I always enjoyed how the bridge on the NCC-1710-D Enterprise had wood veneer trim on the secondary control console. I liked how Gene Roddenberry and the TNG design crew recognised that intergalactic explorers would appreciate a bit of restraint and elegance in their place of work. I mention this because the XM cabin frequently attracts Star Trek comparisons, and I can’t help but think that this interior rather out-points the federation starship when it comes to futuristic detailing.
I used to attach calculators and old computer keyboards to my go-cart, just so I had buttons to press as I rolled down the driveway. When I sit in this driving seat a big part of me is still seven years old. The sheer variety of buttons to press in here is astonishing, and many of them are assigned to purposes you couldn’t possibly have guessed there was a need to. For example-
Press the one with a musical note marked on it and a compartment swings silently open to reveal the radio cassette player (which was appropriately playing Jean Michelle Jarre during my drive). Or…
Press these two and the centre armrest can be made to pivot up and down. Electrically! You could be excused for thinking that this degree of complexity was asking for trouble, and that it all still works twenty three years after this car was built has to be given credit.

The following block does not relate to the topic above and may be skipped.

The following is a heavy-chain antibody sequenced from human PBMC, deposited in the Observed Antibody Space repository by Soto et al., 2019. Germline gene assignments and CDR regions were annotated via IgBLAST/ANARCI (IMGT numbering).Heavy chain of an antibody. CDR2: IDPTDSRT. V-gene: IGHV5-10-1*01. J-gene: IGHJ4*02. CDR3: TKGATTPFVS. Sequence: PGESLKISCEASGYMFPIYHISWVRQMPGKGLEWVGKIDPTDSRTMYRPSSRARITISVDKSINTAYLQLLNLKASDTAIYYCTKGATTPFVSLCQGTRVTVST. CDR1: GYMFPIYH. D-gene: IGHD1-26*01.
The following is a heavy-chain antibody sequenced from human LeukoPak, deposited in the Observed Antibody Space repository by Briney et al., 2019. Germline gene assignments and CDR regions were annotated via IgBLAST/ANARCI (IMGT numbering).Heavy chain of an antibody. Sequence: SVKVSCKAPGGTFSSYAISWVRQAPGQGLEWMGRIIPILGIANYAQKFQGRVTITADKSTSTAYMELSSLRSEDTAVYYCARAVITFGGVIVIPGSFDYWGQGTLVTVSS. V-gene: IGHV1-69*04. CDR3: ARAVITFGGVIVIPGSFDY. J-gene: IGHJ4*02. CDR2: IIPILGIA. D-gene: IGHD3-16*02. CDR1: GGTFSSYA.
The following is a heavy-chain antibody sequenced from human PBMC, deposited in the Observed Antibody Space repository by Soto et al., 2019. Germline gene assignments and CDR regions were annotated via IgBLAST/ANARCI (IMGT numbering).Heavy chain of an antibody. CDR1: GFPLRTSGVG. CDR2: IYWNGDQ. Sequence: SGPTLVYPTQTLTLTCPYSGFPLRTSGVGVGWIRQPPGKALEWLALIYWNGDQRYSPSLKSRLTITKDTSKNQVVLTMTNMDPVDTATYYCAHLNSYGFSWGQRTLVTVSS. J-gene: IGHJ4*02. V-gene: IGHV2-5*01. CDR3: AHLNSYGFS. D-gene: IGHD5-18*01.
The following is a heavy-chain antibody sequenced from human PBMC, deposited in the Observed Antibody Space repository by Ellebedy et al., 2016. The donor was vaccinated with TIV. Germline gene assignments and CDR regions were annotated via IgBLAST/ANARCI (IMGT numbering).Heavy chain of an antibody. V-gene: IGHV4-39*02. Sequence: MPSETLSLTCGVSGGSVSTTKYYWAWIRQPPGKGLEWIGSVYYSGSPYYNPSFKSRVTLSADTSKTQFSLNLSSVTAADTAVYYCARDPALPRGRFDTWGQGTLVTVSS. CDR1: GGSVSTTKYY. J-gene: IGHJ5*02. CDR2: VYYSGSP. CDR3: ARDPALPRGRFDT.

The main information dials are analogue- a sober choice presumably made because analogue dials are The Best for presenting information. And anyway the instrument cluster is still flanked by two supplementary displays carrying LCD dot-matrix information on what time it is and details about open doors, that kind of thing. Actually, the truth is that one of the bulbs in the clock has expired- one of the few faults this car is beset by, but the owner isn’t too concerned about effecting a repair. Apparently it’s a fiendishly involved operation, involving the removal of much of the dashboard and probably the wheels.
It’s a shame it was daylight for my drive. I would love to have been bathed by the flood of green light that flows from all of those dials, displays and buttons. It pains me to use a metaphor as hackneyed as I feel like I’m about to, but this does feel distinctly Beyond Car.
It doesn’t drive like any wheeled vehicle I’ve ever tried before. This being the lowly two-litre version it doesn’t exactly take off like a drop-kicked cat, it rather gathers momentum like a boulder on a mountainside. However, once a cruising speed is attained it is stuck to rigidly with a sense of immovable inertia. The car tracks straight and true like that paper dart that its profile suggests.
The ride (and I know that this particular car has a few hydropneumatic peculiarities) is simultaneously hard and absorbent- ensuring that my hands and buttocks know the road’s every topographical detail, yet my body is spared any shock or lunge. It’s not a magic carpet, more an astonishingly smooth go-kart. But what is more remarkable is what happens when you pry it away from the motorway and onto more demanding surfaces.